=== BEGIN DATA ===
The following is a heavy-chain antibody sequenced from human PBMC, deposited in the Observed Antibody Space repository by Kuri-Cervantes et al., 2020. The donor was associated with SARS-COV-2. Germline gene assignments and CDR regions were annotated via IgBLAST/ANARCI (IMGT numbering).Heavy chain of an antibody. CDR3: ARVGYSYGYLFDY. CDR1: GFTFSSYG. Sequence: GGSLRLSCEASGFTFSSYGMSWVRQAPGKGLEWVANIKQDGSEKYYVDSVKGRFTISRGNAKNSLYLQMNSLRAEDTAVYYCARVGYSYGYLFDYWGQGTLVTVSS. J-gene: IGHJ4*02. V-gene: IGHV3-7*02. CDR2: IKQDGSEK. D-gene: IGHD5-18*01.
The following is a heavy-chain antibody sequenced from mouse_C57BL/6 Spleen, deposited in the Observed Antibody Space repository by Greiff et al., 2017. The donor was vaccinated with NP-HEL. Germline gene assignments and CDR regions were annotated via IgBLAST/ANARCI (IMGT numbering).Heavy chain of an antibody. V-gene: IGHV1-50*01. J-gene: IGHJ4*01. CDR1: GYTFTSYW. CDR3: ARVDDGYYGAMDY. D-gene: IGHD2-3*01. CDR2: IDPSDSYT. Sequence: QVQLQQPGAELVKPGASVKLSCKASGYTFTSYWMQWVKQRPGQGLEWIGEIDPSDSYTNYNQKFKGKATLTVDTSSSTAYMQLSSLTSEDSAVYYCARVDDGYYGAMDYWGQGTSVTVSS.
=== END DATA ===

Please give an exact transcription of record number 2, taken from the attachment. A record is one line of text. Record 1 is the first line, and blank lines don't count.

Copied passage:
The following is a heavy-chain antibody sequenced from mouse_C57BL/6 Spleen, deposited in the Observed Antibody Space repository by Greiff et al., 2017. The donor was vaccinated with NP-HEL. Germline gene assignments and CDR regions were annotated via IgBLAST/ANARCI (IMGT numbering).Heavy chain of an antibody. V-gene: IGHV1-50*01. J-gene: IGHJ4*01. CDR1: GYTFTSYW. CDR3: ARVDDGYYGAMDY. D-gene: IGHD2-3*01. CDR2: IDPSDSYT. Sequence: QVQLQQPGAELVKPGASVKLSCKASGYTFTSYWMQWVKQRPGQGLEWIGEIDPSDSYTNYNQKFKGKATLTVDTSSSTAYMQLSSLTSEDSAVYYCARVDDGYYGAMDYWGQGTSVTVSS.